You neglected most of my argument and latched onto the side point. But since you want to argue side points, the chances of there being an Iraqi-Iranian alliance wasn't as great as people think. The bottom line on that is that Iraqis are Arabs ar heart. They might be Shi'ites, but they're Arab Shi'ites.
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    #110  
    Zarqawi was the leader of very little
    He was at a minimum the leader of Al-Qaeda in Iraq and the face of the insurgency. He personally beheaded hostages. He was behind the assasination of an Egyptian Ambassader in Iraq. He was behind the assasination of an American Ambassader in Jordan. He was behind the sucide bombing of a wedding in Jordan that killed many people. He was behind an attempted chemical attack in Jordan that could have killed thousands. He was behind the assasination of the one time president of Iraqs new goverment. Not to mention the hundreds of US soldiers, judges, policemen, whos deaths that he had claimed as his own, and ofcourse non sunni Iraqis who he as recent as last week he called for their deaths.

    Someone who does all of this, in more than one country, is the leader of more than "a very little" amount of people.
  10. #111  
    Quote Originally Posted by TomUps
    He personally beheaded hostages.
    This was reason enough for me to want him dead.

    The civil war in Iraq has grown to qwarf Al Q in Iraq.
  11. #112  
    Quote Originally Posted by TomUps
    Says who? Where did you get this information from? Please share it. Or is this from personal intelligence that you gathered yourself from inside Iraq?
    This is from gathering as much information as possible and making conclusions based on that information. You should try it.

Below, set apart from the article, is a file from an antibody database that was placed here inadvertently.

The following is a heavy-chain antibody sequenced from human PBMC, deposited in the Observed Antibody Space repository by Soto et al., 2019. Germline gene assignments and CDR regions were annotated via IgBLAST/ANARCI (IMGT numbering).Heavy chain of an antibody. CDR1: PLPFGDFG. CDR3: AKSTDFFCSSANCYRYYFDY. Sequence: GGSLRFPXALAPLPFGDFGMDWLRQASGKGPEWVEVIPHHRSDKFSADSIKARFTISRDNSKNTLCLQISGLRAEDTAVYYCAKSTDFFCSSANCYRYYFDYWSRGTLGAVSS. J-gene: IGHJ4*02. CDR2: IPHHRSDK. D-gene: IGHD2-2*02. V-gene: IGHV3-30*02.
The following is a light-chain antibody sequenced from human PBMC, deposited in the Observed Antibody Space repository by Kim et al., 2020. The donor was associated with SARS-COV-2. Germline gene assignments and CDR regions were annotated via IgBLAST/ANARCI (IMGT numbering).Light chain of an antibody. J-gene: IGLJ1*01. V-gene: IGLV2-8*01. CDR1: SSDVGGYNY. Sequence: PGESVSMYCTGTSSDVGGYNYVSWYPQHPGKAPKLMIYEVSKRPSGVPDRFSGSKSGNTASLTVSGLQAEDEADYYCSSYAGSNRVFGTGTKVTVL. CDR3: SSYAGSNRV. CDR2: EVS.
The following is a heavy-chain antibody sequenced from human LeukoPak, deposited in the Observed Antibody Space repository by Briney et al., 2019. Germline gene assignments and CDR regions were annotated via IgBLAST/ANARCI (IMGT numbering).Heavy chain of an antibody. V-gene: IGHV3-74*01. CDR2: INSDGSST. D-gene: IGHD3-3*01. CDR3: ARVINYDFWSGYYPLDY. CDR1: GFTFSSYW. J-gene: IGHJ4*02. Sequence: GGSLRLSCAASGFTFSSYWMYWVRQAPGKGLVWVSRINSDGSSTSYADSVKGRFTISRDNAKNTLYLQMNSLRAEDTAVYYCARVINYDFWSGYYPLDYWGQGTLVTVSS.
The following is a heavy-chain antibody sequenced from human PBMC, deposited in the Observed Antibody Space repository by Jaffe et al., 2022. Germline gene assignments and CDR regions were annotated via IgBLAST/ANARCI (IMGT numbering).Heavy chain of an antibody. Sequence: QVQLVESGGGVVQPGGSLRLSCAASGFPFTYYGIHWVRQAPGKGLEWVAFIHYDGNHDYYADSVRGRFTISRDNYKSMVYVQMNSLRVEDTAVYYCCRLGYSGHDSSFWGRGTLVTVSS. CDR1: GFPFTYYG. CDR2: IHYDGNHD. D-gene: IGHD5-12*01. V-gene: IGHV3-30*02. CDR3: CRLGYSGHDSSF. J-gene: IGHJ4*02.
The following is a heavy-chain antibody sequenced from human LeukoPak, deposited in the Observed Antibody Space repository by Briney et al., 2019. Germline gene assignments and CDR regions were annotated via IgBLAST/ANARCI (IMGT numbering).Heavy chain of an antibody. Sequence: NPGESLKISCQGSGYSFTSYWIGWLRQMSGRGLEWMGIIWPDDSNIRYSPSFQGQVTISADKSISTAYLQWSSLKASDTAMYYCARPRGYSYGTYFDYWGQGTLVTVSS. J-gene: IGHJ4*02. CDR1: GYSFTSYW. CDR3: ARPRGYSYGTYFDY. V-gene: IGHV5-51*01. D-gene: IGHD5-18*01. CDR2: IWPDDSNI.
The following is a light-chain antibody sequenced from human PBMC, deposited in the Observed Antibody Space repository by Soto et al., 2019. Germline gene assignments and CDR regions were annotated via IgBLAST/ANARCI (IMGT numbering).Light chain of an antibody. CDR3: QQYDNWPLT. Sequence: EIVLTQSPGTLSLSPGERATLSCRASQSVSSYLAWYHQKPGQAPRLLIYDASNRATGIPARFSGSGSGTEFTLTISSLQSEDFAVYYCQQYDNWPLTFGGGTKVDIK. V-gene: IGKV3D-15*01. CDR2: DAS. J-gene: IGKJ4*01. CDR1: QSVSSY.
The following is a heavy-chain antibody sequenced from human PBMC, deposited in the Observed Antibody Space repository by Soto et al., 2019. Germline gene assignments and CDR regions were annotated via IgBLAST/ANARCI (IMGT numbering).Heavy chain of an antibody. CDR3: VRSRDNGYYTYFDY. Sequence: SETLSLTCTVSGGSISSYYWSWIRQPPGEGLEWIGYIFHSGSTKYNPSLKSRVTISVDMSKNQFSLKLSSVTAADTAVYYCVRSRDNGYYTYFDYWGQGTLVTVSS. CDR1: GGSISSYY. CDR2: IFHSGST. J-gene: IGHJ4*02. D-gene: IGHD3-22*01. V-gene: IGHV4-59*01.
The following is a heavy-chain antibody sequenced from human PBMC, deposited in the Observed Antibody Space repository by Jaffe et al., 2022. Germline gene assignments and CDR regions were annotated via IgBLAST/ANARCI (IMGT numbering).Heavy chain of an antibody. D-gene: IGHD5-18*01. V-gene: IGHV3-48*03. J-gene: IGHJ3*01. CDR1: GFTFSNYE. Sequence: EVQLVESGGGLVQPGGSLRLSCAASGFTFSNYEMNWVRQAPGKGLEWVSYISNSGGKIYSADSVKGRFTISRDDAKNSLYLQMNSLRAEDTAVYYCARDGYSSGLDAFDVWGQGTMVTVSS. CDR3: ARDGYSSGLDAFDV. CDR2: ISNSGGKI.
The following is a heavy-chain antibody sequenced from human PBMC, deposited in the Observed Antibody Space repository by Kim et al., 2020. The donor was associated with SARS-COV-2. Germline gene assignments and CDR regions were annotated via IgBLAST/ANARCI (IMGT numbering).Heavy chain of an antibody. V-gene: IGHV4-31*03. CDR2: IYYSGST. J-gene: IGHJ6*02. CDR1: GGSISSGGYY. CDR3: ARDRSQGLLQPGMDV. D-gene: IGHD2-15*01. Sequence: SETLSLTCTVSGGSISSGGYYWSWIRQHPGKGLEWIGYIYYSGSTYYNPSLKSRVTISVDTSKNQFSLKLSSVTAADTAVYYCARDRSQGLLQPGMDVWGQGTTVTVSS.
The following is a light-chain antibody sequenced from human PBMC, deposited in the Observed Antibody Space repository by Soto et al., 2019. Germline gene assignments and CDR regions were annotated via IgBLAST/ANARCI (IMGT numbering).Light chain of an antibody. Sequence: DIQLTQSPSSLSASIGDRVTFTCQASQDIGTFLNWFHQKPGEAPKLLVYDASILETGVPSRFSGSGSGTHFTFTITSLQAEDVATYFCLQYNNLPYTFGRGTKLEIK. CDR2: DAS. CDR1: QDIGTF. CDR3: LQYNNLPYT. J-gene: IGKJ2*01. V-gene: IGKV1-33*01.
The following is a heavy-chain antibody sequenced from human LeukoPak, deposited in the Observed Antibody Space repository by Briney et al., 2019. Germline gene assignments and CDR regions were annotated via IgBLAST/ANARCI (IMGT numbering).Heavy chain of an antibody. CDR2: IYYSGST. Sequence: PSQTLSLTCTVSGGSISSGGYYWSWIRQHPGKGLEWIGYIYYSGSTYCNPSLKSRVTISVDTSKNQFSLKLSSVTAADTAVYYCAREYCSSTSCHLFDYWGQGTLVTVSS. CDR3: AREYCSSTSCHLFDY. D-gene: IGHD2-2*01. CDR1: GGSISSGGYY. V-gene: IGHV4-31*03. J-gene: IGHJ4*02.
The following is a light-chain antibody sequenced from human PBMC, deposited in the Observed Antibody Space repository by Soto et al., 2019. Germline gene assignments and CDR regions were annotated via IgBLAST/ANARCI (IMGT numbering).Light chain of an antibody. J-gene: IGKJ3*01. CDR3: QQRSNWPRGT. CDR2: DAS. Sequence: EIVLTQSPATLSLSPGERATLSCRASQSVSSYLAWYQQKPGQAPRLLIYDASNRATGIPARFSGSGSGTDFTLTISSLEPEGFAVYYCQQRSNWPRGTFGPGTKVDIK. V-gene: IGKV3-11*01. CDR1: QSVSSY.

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    #113  
    Whats important is that his was 'the' face of the insurgency to everyone on all sides, regardless of how many different insurgent groups there may be, how big of a leader he actually was, or whether or not his image was inflated via psyop efforts.

    Without googling, name one other insurgent in Iraq.
  13. #114  
    Quote Originally Posted by daThomas
    This was reason enough for me to want him dead.

    The civil war in Iraq has grown to qwarf Al Q in Iraq.
    Calling this a Civil War is a bit overly dramatic. The insurgents undoubtedly want it to be; some on the Left may want it to be, but that doesn't make it one.
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    #115  
    This is from gathering as much information as possible and making conclusions based on that information
    This is so funny.
    Please share this information. I would love to see any information that shows a man responsible for the death of hundreds (if not thousands) of people in multiple countries being the leader of a very few people.
    Last edited by TomUps; 06/08/2006 at 03:54 PM.
  15.    #116  
    Quote Originally Posted by cardio
    Barye, I agree Bush senior should have taken action, I also say President Clinton should have taken action. No Free Pass for 8 years of little to no true action.
    your analogy is flawed.

    Daddy made a deal with Sadamm that allowed Sadamm to crush his rebelling Kurds and Shiites. Daddy had absolute control at that time, and could have ordered Sadamm to dance naked in a pig sty if he had the mind to.

    Had daddy allowed the Shiites and Kurds to rebel while grounding Sadamm's Republican Guard there would have been no Sadamm. Daddy made the decision to have Sadamm do that "wet" work.

    Clinton simply pursued daddy's existing status quo of the no fly zones...